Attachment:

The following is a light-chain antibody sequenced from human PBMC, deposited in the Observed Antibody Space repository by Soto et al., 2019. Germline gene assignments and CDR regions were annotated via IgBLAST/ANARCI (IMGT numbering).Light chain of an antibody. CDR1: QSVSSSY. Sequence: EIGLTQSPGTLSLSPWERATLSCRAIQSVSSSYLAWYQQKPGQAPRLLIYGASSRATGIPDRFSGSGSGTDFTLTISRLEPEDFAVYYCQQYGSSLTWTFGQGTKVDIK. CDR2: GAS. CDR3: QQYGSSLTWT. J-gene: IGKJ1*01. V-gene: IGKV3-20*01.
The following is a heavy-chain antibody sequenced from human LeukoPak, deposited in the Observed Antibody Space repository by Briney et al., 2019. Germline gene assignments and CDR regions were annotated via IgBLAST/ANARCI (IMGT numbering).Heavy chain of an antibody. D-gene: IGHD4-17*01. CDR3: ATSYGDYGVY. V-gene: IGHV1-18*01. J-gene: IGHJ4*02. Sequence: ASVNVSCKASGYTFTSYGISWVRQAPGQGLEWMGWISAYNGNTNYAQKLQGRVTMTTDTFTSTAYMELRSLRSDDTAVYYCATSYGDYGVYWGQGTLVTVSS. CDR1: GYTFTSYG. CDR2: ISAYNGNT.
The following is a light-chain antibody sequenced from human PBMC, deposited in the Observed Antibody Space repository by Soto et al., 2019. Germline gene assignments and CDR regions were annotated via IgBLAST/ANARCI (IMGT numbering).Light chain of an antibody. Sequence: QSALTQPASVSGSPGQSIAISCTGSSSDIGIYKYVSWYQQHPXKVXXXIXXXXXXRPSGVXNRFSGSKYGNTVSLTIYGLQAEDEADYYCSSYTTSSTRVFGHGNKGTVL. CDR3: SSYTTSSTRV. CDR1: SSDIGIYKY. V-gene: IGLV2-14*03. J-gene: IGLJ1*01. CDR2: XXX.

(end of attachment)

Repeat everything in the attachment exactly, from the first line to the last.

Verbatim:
The following is a light-chain antibody sequenced from human PBMC, deposited in the Observed Antibody Space repository by Soto et al., 2019. Germline gene assignments and CDR regions were annotated via IgBLAST/ANARCI (IMGT numbering).Light chain of an antibody. CDR1: QSVSSSY. Sequence: EIGLTQSPGTLSLSPWERATLSCRAIQSVSSSYLAWYQQKPGQAPRLLIYGASSRATGIPDRFSGSGSGTDFTLTISRLEPEDFAVYYCQQYGSSLTWTFGQGTKVDIK. CDR2: GAS. CDR3: QQYGSSLTWT. J-gene: IGKJ1*01. V-gene: IGKV3-20*01.
The following is a heavy-chain antibody sequenced from human LeukoPak, deposited in the Observed Antibody Space repository by Briney et al., 2019. Germline gene assignments and CDR regions were annotated via IgBLAST/ANARCI (IMGT numbering).Heavy chain of an antibody. D-gene: IGHD4-17*01. CDR3: ATSYGDYGVY. V-gene: IGHV1-18*01. J-gene: IGHJ4*02. Sequence: ASVNVSCKASGYTFTSYGISWVRQAPGQGLEWMGWISAYNGNTNYAQKLQGRVTMTTDTFTSTAYMELRSLRSDDTAVYYCATSYGDYGVYWGQGTLVTVSS. CDR1: GYTFTSYG. CDR2: ISAYNGNT.
The following is a light-chain antibody sequenced from human PBMC, deposited in the Observed Antibody Space repository by Soto et al., 2019. Germline gene assignments and CDR regions were annotated via IgBLAST/ANARCI (IMGT numbering).Light chain of an antibody. Sequence: QSALTQPASVSGSPGQSIAISCTGSSSDIGIYKYVSWYQQHPXKVXXXIXXXXXXRPSGVXNRFSGSKYGNTVSLTIYGLQAEDEADYYCSSYTTSSTRVFGHGNKGTVL. CDR3: SSYTTSSTRV. CDR1: SSDIGIYKY. V-gene: IGLV2-14*03. J-gene: IGLJ1*01. CDR2: XXX.